Tokyo-based Electric Power Development, better known as J-Power, will join Osaka regional utility Kansai Electric Power in investing in a unit of Germany's Innogy.
The deal, estimated to be worth around $900 million, will give J-Power a 25% stake and Kansai Electric a roughly 16% share. It will mark the first investment in an offshore wind project by Japanese power companies.
Innogy plans to start up the 860-megawatt Triton Knoll offshore wind project -- one of the biggest of its kind in the world -- in the North Sea in 2021. The vast installation will have up to 90 9.5MW turbines and sell its output to local utilities under a 15-year fixed-rate contract.
J-Power, which supplies mainly fossil-fuel-based electricity to Japanese regional utilities, will set up a subsidiary backed by the government-run Development Bank of Japan to participate in the Innogy project. Engineers will study firsthand construction and maintenance methods.
While land-based wind turbines are proliferating worldwide, offshore wind farms have progressed mainly in Europe. Installed capacity totaled more than 18,000MW at the end of 2017, which at maximum capacity can produce as much power as 18 nuclear reactors.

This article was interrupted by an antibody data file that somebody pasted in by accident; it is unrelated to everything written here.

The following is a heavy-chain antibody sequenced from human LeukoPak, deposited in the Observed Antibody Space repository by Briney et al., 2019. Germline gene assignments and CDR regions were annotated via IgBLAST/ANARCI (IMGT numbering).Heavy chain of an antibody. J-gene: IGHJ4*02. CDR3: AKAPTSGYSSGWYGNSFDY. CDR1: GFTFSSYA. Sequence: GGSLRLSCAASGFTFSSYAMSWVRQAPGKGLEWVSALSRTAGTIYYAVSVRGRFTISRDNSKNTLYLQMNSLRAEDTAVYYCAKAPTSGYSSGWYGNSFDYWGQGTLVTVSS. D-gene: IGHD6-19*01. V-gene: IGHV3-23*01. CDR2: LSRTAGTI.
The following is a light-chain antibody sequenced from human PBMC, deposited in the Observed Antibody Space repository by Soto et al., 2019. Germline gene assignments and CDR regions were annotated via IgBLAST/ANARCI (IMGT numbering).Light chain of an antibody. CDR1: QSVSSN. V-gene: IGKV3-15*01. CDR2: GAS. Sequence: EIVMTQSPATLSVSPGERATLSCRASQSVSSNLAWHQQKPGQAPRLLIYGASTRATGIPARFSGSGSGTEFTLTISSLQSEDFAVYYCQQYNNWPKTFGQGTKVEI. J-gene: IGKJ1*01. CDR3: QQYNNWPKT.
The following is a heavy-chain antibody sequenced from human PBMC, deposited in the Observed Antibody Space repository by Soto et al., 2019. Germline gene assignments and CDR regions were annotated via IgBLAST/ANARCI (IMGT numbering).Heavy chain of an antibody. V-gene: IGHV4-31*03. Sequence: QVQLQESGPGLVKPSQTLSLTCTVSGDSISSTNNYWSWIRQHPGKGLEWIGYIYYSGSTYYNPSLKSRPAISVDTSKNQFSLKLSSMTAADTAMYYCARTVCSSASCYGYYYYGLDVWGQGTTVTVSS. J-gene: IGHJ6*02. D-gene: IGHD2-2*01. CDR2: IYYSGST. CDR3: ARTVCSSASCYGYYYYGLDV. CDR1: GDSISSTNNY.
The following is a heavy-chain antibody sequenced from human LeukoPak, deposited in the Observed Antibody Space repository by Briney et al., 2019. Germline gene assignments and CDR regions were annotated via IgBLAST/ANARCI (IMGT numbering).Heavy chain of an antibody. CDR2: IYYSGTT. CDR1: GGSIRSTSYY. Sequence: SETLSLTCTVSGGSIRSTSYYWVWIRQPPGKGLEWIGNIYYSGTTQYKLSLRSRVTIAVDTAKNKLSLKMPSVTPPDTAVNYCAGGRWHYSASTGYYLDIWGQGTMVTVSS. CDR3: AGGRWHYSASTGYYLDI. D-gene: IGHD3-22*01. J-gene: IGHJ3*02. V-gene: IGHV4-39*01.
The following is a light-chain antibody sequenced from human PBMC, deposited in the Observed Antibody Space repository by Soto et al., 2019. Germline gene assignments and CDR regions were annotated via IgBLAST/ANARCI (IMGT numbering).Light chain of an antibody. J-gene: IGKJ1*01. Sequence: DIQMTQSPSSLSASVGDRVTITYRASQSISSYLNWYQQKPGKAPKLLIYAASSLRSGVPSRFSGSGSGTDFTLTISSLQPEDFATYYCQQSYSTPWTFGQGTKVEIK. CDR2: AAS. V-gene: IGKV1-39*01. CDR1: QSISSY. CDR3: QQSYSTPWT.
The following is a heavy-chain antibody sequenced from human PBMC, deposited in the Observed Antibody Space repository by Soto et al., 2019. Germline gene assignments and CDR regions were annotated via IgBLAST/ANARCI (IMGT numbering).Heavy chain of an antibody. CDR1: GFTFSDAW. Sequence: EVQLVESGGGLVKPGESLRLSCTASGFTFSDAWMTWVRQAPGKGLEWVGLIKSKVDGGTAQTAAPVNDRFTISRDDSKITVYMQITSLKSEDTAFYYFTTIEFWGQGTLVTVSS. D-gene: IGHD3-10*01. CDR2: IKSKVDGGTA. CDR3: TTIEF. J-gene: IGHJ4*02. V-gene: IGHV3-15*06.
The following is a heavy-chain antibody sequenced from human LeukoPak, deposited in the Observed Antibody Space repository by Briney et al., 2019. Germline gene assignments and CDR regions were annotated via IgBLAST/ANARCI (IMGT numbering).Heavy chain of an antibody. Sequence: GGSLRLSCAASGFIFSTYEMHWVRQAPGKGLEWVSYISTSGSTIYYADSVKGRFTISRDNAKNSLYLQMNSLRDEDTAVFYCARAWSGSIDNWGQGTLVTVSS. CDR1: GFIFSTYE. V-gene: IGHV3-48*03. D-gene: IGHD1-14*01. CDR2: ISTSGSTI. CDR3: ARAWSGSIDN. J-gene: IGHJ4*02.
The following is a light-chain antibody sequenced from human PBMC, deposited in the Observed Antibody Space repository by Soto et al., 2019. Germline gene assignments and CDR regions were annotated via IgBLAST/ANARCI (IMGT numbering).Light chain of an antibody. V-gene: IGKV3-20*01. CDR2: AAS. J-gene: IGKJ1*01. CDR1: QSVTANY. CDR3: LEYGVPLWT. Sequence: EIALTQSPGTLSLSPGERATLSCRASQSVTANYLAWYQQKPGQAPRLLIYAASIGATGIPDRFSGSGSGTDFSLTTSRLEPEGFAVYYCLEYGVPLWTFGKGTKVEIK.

Japan has hardly any offshore wind farms in commercial operation, and has little in the way of engineering know-how in this field or infrastructure for linking such installations to the land power grid. But there are plans for a total of 4,000MW of offshore wind power capacity, including projects under feasibility studies.
J-Power set up a renewable energy division in June to look for opportunities to expand into wind and geothermal energy in Japan. Kansai Electric also seeks know-how for increasing its reliance on renewable energy, even as it hurries to restart idled nuclear reactors.
They are not the only Japanese investors is in this field. In Asia, trading house Marubeni will invest in a Taiwanese venture with plans for a 600MW offshore wind farm.